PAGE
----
Peckham Space

Mobile Suit Academy is an exhibition of new work by David Blandy at Peckham Space. The show is an immersive installation, created with Inko, a professional Manga artist and long-time collaborator, and students from the Harris Academy Peckham, a local secondary school and post-16 educational institution.

The gallery has been transformed into an imagined space shuttle flight deck. Two screens act as windows into space outside; to the left are passing asteroids, to the right is a nebula. The cockpit window directly before you looks out onto Peckham High Street. Two small screens embedded into the control panel display the filmed work, an animation presented as two transmissions collected on the shuttle’s journey through deep space. With Blandy and Inko, the students at Harris Academy designed their own mobile suits, an anime term for the robotic exoskeletons worn by characters in outer-space adventures. The film is comprised of two mobile suited characters reflecting on their sense of self, their sense of place and who they might be expected to be. Neither mobile suited character is gender specific and their words, which have been translated into Japanese, are subtitled in English.

I first saw David Blandy’s work in 2008, at the short-lived Artprojx Space in Knightsbridge. He had converted the gallery into a dojo, a workout room for rap battlers in training. I liked it because it seemed that we shared some of the same cultural references: comic books, anime, turntables and the Wu-Tang Clan. However I left the exhibition feeling that the work was a little empty, a little incomplete and a little obvious. Later that year I saw another set of Blandy’s works during the Liverpool Biennial, at The Bluecoat, that featured his alter ego, The Barefoot Lone Pilgrim, and a ‘newly-discovered’ American soul singer called Mingering Mike. I liked this much more. There was less of a sense of incompleteness. The personalities that Blandy creates and mythologises felt more coalesced in this display. If your art is based around identity, the ideal situation is the reduction — potentially, the entire erasure — of the distance between the self and your other.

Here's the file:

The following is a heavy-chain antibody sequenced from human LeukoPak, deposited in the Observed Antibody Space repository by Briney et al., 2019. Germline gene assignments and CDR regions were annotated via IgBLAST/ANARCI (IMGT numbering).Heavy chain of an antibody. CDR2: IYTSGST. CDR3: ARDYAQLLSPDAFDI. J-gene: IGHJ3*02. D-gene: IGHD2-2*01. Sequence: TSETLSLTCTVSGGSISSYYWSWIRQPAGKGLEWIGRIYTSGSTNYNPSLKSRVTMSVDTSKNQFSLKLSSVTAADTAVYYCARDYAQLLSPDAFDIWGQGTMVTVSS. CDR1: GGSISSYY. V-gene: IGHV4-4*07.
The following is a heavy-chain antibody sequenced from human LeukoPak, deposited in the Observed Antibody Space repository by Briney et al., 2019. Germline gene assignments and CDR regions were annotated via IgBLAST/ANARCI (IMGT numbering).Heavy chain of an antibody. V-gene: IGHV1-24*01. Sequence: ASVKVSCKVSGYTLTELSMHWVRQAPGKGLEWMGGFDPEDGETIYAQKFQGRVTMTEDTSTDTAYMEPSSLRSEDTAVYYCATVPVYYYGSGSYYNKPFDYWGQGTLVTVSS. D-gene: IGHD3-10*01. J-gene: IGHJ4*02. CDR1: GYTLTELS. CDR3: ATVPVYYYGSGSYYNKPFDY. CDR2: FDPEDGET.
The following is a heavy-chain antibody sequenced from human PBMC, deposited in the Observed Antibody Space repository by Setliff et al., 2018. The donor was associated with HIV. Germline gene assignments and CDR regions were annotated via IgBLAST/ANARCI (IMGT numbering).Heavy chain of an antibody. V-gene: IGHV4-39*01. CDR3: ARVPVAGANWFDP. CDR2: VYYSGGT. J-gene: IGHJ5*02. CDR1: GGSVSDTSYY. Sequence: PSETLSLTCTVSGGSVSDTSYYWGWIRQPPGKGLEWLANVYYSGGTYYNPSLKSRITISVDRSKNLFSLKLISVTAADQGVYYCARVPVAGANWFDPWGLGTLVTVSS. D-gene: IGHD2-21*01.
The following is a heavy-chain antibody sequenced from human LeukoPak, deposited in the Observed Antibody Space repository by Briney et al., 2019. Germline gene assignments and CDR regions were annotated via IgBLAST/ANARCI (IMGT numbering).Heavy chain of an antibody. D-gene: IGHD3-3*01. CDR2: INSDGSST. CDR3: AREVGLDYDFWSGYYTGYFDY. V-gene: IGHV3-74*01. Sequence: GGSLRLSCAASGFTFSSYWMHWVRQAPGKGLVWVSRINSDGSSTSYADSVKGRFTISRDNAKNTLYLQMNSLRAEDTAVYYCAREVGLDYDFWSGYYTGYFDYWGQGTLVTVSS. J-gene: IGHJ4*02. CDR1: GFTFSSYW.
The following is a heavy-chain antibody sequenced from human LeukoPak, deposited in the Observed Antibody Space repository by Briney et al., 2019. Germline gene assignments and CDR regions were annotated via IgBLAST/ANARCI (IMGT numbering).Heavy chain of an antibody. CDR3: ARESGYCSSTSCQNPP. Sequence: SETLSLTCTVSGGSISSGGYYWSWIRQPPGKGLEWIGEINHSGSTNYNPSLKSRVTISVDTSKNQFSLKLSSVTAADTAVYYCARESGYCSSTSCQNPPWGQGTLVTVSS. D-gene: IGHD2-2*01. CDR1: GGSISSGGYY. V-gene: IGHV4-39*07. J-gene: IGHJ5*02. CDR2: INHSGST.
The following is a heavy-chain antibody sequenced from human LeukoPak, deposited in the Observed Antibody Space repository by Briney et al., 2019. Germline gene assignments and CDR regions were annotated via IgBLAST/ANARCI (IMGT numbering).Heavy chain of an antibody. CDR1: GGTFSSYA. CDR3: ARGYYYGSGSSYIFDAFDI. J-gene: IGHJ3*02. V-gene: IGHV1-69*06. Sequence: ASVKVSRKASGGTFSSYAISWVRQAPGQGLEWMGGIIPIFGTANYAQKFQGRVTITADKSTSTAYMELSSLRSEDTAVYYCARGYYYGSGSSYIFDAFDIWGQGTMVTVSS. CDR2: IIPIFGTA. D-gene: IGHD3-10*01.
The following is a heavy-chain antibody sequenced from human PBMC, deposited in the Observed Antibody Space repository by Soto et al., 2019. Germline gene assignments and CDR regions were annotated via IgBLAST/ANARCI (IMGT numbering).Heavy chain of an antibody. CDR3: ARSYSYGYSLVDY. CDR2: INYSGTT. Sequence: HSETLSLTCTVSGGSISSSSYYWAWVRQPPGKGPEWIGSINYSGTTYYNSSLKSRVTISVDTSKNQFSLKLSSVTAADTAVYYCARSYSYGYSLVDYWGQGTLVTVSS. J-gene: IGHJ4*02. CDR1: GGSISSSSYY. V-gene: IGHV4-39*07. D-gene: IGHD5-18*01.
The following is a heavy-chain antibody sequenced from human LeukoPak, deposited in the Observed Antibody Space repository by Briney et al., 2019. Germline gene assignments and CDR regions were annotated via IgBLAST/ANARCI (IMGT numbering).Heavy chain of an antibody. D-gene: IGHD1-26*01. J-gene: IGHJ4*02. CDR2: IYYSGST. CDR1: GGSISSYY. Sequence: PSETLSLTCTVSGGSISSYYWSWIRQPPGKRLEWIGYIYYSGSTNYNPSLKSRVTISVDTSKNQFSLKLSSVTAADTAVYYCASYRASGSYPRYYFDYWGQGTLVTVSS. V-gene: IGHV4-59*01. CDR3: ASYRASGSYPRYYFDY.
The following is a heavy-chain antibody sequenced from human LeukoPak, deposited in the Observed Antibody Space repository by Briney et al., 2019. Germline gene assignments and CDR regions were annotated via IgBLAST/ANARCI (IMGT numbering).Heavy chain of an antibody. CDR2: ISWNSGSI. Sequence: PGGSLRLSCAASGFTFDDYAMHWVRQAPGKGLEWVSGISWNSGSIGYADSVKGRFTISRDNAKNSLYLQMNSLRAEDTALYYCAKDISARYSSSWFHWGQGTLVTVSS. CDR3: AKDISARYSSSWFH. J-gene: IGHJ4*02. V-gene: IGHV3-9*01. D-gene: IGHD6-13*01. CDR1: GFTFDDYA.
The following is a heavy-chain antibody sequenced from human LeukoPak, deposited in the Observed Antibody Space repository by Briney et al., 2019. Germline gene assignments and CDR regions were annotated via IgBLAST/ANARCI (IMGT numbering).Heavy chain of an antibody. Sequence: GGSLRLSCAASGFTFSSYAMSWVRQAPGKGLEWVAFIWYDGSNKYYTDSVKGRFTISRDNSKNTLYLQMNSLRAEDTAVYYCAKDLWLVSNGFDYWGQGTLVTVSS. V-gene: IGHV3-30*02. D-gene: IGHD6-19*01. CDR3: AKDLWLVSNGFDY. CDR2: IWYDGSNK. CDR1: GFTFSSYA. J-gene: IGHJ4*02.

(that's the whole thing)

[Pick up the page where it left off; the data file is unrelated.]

A few years later I sat in David Blandy’s studio watching a cut of his latest film, Child of the Atom, in which he takes his infant daughter on a trip to Hiroshima. After the film had finished we chatted for another hour, mostly around the theme of identity, his development as an artist and the films Barefoot Gen and Grave of the Fireflies. I told him that, at university, I had wanted to be a video artist and had made three filmed self-portraits where I recorded myself recreating still images of Yasujiro Ozu, Randle McMurphy, and Alvy Singer.

I have a preoccupation with film — a love that began when I was a teenager. At university, away from home, away from friends and away from London for the first time there came the opportunity to explore my own personality and begin to nurture new identities that had hitherto been forced (by established subliminal structures) to lie latent. The camera, the performance, the costume and the history of cinema were the necessary conditions required for me to create a comfortable and habitable haven to explore these identities.

It struck me that Child of the Atom was the first David Blandy film I had seen where he explores his own identity by mediating between a variety of agents: his daughter as an infant in the present; his daughter, older now, narrating the film from the future; and through an admiration for Japanese culture, specifically in the examination of the national self-identity undertaken by the Japanese in the years subsequent to the dropping of the atomic bomb. Child of the Atom is definitely one of Blandy’s best films, though I did feel that there was still a sense of incompleteness to it. That might be purposeful; this is the key to all of David Blandy’s work. You cannot approach it and expect any kind of finality, because by definition there can be no resolution to psychoanalysis.

The first thing to notice about Mobile Suit Academy is that it retains the psychological aspects that are key to Blandy’s practice, except here this practice is externalised and projected onto a physical space. It’s a useful method of exploring emotional identity with young people while maintaining the focus on artistic creation over personal analysis. He says, “The idea of designing Mobile Suits is an attempt to take the young people out of their usual conception of themselves, to build something that represents their self-image through the distorting lens of Japanese Anime.” Just as Japanese national identity has had to undergo a rethinking and realise a forward-looking, more hopeful vision of life, the mobile suit is a science fiction remodelling of the samurai: a vision of strength in selfhood, a defender of honour. The creation of a space shuttle is an exaggerated structure, within which the process of self-perception is detached from the mundaneness of everyday life. It’s a structure that is necessary: an emotional and psychological sanctuary made manifest.

The work establishes a maturation in Blandy’s practice, fleshing out themes and lines of enquiry with a confident assuredness where previously these might have been tentatively approached. Working within the school and leading from experience, Blandy draws upon his wide and unique understanding of examining the multiple ways that personal identity can be examined, prodded, plucked at and drawn out.